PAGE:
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Dave Minneman, heroic portrait

Started by Rob Neufeld in Local History Aug 25.

East Asheville history and sites

Started by Rob Neufeld in Local History Feb 27.

The German experience settling WNC 1 Reply

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Lyndsay Eli with GUNSLINGER GIRL (YA Novel) at Spellbound Children's Bookshop

January 20, 2018 from 6pm to 7pm
Are you a fan of The Hunger Games?  Then picture what Katniss would be like - with a gun.  That's just a taste of the "new" West action Lyndsay Eli brings to Spellbound Children's Bookshop with Gunslinger Girl.  She shares her debut novel on Saturday, January 20, at 6 p.m. The US has been fractured by a Second Civil War. Serendipity 'Pity' Jones finds a home of sorts in the corrupt, lawless city of Cessation (think Las Vegas on steroids).  Her shooting skills make her a star of the Theater…See More
19 hours ago
Rob Neufeld posted a blog post

Cherokee and WNC music and dance events

Two Big Cultural Events in December in Hendersonville & Ashevillefrom press releaseThe Center for Cultural Preservation, WNC’s cultural history and documentary film center, presents, Cherokee Music and Dance on Thursday, December 7, 7 p.m., Blue Ridge Community College’s Thomas Auditorium.  Tickets are $5. The screening of A Great American Tapestry will be held on December 2, 2 p.m., at the Osher Lifelong Learning Institute, Reuter Center, UNC Asheville.  Tickets for that event are…See More
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Spellbound posted events
Nov 9
Rob Neufeld posted a discussion

Battery Park Hill through the ages

Battery Park through the Years by Rob NeufeldPHOTO CAPTIONS: 1) Present-day view of Battery Park Apartments from…See More
Nov 6
Mark de Castrique posted a blog post
Oct 13
Rob Neufeld's discussion was featured

Dave Minneman, heroic portrait

Dave Minneman and a sense of justiceby Rob NeufeldPHOTO CAPTION: Dave Minneman doing research at Pack Memorial Library.  Photo by author.            “One of the biggest things I did as a kid, in order to escape my father,” Asheville resident Dave Minneman says of his 1960s and 70s rural Indiana childhood, “was…See More
Oct 8
Julia Nunnally Duncan posted an event

Julia Nunnally Duncan at MACA Authors' Booth

October 14, 2017 from 9:30am to 1:30pm
Julia Nunnally Duncan will be signing her new books A Part of Me and A Place That Was Home at the Mountain Glory Festival in downtown Marion on Saturday, October 14, from 9:30-1:30. She will be located at the MACA Authors' booth on Main Street.See More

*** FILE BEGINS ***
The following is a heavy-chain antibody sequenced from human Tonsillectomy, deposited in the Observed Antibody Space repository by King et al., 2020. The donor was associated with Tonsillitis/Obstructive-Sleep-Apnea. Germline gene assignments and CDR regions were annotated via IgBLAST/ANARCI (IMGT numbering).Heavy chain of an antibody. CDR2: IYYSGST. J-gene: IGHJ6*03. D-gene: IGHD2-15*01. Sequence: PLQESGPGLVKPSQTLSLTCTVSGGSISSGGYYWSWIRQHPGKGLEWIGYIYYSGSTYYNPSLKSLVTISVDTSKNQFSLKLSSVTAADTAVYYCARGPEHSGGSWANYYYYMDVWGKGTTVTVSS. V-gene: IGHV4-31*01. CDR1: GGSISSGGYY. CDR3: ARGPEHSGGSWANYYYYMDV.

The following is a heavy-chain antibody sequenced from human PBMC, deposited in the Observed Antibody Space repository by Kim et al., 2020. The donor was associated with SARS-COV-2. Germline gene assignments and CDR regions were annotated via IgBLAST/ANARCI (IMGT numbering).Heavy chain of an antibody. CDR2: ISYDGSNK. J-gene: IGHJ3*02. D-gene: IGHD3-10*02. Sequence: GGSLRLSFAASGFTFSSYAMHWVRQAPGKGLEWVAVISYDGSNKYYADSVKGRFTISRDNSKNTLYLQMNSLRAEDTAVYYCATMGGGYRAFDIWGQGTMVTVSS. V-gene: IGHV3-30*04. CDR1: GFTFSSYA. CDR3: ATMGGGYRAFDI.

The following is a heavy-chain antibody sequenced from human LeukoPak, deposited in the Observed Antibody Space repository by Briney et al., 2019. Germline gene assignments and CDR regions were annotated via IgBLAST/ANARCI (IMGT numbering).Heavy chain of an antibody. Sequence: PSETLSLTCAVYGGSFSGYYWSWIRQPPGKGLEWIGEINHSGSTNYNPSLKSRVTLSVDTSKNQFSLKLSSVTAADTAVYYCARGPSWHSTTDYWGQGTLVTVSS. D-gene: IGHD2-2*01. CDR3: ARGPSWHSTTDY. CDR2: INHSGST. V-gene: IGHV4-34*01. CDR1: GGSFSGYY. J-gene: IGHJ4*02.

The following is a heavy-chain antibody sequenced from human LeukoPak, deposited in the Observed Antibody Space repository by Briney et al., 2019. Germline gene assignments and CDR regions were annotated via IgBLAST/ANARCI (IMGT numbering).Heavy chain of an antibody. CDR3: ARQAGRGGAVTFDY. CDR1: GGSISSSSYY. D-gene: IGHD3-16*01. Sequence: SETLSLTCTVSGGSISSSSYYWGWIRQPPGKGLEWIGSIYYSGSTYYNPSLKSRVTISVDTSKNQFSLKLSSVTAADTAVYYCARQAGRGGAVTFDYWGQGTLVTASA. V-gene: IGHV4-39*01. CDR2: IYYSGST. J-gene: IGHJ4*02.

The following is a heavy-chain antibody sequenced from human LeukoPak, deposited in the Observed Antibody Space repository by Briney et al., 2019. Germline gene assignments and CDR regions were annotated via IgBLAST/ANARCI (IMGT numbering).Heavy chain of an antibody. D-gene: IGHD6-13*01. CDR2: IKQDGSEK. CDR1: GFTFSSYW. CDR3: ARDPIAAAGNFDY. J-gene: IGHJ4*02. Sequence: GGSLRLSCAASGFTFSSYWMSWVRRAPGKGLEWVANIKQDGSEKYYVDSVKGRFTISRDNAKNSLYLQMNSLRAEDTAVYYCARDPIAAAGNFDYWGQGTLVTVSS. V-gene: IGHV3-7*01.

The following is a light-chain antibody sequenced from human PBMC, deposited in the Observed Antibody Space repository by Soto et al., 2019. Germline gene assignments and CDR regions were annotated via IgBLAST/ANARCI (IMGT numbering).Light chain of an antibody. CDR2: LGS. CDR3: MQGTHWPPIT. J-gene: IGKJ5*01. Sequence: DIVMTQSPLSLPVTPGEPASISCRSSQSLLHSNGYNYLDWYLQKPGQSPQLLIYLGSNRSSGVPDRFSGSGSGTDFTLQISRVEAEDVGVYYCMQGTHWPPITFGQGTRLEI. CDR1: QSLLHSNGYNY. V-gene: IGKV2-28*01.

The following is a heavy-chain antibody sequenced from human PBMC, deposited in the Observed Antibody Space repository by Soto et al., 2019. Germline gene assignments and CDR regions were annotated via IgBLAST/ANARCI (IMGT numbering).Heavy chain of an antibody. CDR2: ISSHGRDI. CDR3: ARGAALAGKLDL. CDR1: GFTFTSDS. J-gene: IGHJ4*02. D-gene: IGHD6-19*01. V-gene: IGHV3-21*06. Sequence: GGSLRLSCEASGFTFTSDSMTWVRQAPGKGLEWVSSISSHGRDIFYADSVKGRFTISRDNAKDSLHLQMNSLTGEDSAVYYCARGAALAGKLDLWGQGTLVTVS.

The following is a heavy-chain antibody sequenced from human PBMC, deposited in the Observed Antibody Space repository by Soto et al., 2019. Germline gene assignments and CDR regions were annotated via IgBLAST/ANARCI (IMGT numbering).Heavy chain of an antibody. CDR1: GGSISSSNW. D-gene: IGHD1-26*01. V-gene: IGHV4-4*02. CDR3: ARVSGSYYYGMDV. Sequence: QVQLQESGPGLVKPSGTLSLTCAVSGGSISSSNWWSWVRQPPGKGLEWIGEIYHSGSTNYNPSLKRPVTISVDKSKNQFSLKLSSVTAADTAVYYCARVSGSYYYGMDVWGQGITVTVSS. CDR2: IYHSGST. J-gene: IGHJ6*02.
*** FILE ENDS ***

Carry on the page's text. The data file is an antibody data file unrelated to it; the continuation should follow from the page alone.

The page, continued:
Oct 7
Rob Neufeld posted a blog post

Sample 8 Great Smokies Writers at Malaprop’s, Oct. 15

Writers in UNC Asheville’s Great Smokies Writing Program (GSWP)read atMalaprop's Bookstore/Café, 55 Haywood St., Asheville, 3 p.m., Sun.,Oct. 15 Elizabeth Lutyens, editor of the GSWP’s Great Smokies Review, leads the Prose Master Class and will host the reading. ·        Ellen Carr, who works in the financial industry, will read excerpts from her novel of uneasy relationships, Unmanned. ·        Sarah Carter, an artist and photographer who will publish an excerpt of her novel, Jolene, Joe-Pye,…See More
Oct 6
Rob Neufeld posted a discussion

Ellington in Asheville--a survey

The Douglas Ellington effect: An Appreciationby Rob NeufeldIMAGE: Douglas Ellington’s original drawing for a City Hall-County Courthouse Art Deco complex.            “Dear Douglas,” Kenneth Ellington wrote his brother, the 38-year old Pittsburgh architect, on May 6, 1925, “I know things are…See More
Oct 6
Mark de Castrique posted a blog post

How To Kill Your Reader

Danger is a crucial element in a mystery novel. A killer is on the loose and no one is safe. But sometimes the killer can be the writer, and the victim, the reader.I'm talking about when the author turns into a preacher and the story becomes a sermon. Now I am not against using a mystery novel for social commentary. Writing doesn't happen in a moral vacuum, and, after all, isn't a mystery a morality play? As fellow North Carolina author Margaret Maron said there is no topic that can't be dealt…See More
Oct 5
Mark de Castrique posted a video

Hidden Scars - A Sam Blackman Mystery

Sam Blackman and Nakayla Robertson investigate a 70-year-old death that unleashes a killer.
Oct 3
Mark de Castrique posted a discussion

Black Mountain College as Backdrop for Mystery

My new book, HIDDEN SCARS, is released Oct 3rd.  D.G. Martin notes the star of the story is Black Mountain College.  http://chapelboro.com/town-square/columns/one-on-one/one-one-lost-college-still-shinesSee More
Oct 3
Rob Neufeld posted a discussion

Upcoming book--Sacred Sites for Secular Times

Sacred Sites for Secular Times: 50 Commemorative Experiences in Western North Carolina by Rob Neufeld              Among the many sites dedicated to history, there are some—both overbooked and overlooked—that provide full and moving experiences.  They involve a physical component, connecting to landscape; an imaginative one, entering other times and minds; and an interactive one, maintaining relevance.             The entries in this book help create full experiences through descriptive…See More
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Susan Weinberg shared their event on Facebook
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Annual commemoration on Botanical Gardens site inspires continual research